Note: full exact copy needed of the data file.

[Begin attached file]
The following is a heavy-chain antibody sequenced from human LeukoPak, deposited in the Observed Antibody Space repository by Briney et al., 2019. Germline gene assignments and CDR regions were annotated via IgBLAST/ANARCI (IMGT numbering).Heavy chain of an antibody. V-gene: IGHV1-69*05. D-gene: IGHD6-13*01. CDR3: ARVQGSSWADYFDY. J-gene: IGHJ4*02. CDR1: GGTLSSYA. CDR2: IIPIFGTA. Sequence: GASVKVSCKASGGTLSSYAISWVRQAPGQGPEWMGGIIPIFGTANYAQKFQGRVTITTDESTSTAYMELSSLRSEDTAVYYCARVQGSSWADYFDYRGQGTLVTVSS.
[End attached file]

The following is a heavy-chain antibody sequenced from human LeukoPak, deposited in the Observed Antibody Space repository by Briney et al., 2019. Germline gene assignments and CDR regions were annotated via IgBLAST/ANARCI (IMGT numbering).Heavy chain of an antibody. V-gene: IGHV1-69*05. D-gene: IGHD6-13*01. CDR3: ARVQGSSWADYFDY. J-gene: IGHJ4*02. CDR1: GGTLSSYA. CDR2: IIPIFGTA. Sequence: GASVKVSCKASGGTLSSYAISWVRQAPGQGPEWMGGIIPIFGTANYAQKFQGRVTITTDESTSTAYMELSSLRSEDTAVYYCARVQGSSWADYFDYRGQGTLVTVSS.